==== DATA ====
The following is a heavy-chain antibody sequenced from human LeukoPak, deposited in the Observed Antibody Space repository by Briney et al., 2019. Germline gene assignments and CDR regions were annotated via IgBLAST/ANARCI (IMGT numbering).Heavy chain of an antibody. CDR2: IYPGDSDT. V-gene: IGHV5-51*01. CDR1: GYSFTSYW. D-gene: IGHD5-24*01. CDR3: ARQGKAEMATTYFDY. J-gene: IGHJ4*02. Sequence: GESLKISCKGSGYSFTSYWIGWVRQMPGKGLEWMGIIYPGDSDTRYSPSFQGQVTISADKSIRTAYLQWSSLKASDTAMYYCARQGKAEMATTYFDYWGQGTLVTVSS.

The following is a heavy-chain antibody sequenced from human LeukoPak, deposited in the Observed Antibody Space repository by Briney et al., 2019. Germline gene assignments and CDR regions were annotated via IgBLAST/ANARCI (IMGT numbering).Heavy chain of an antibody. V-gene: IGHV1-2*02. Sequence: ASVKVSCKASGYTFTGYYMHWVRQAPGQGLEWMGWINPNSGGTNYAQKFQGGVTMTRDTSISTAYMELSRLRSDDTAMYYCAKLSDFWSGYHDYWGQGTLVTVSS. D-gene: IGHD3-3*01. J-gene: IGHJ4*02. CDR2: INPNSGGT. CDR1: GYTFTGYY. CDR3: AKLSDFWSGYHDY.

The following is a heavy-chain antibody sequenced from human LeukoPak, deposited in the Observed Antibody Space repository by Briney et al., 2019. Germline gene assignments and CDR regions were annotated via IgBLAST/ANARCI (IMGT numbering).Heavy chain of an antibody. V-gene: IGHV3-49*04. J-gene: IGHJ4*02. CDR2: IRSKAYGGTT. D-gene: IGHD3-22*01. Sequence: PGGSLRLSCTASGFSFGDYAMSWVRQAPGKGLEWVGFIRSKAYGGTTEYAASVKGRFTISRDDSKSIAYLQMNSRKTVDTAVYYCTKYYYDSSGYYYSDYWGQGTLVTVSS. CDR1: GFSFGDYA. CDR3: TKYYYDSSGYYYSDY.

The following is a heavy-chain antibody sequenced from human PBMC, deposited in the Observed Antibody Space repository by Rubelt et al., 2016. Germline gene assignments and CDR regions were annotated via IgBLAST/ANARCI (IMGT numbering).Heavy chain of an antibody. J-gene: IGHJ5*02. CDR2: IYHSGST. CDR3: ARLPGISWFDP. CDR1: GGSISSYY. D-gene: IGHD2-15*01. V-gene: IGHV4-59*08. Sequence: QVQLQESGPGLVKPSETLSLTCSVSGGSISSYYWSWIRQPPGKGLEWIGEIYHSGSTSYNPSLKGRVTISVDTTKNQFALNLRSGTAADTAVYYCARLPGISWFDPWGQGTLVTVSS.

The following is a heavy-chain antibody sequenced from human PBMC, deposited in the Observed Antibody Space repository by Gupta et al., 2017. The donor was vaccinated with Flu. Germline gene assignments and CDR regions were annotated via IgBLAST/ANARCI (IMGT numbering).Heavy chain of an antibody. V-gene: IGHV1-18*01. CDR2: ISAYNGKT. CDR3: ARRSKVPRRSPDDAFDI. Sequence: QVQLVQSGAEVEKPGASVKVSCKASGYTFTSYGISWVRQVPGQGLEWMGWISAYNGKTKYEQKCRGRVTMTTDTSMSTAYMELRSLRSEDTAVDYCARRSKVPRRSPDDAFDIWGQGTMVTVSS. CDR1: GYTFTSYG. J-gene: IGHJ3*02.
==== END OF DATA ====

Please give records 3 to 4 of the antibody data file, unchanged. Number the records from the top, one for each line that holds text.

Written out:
The following is a heavy-chain antibody sequenced from human LeukoPak, deposited in the Observed Antibody Space repository by Briney et al., 2019. Germline gene assignments and CDR regions were annotated via IgBLAST/ANARCI (IMGT numbering).Heavy chain of an antibody. V-gene: IGHV3-49*04. J-gene: IGHJ4*02. CDR2: IRSKAYGGTT. D-gene: IGHD3-22*01. Sequence: PGGSLRLSCTASGFSFGDYAMSWVRQAPGKGLEWVGFIRSKAYGGTTEYAASVKGRFTISRDDSKSIAYLQMNSRKTVDTAVYYCTKYYYDSSGYYYSDYWGQGTLVTVSS. CDR1: GFSFGDYA. CDR3: TKYYYDSSGYYYSDY.

The following is a heavy-chain antibody sequenced from human PBMC, deposited in the Observed Antibody Space repository by Rubelt et al., 2016. Germline gene assignments and CDR regions were annotated via IgBLAST/ANARCI (IMGT numbering).Heavy chain of an antibody. J-gene: IGHJ5*02. CDR2: IYHSGST. CDR3: ARLPGISWFDP. CDR1: GGSISSYY. D-gene: IGHD2-15*01. V-gene: IGHV4-59*08. Sequence: QVQLQESGPGLVKPSETLSLTCSVSGGSISSYYWSWIRQPPGKGLEWIGEIYHSGSTSYNPSLKGRVTISVDTTKNQFALNLRSGTAADTAVYYCARLPGISWFDPWGQGTLVTVSS.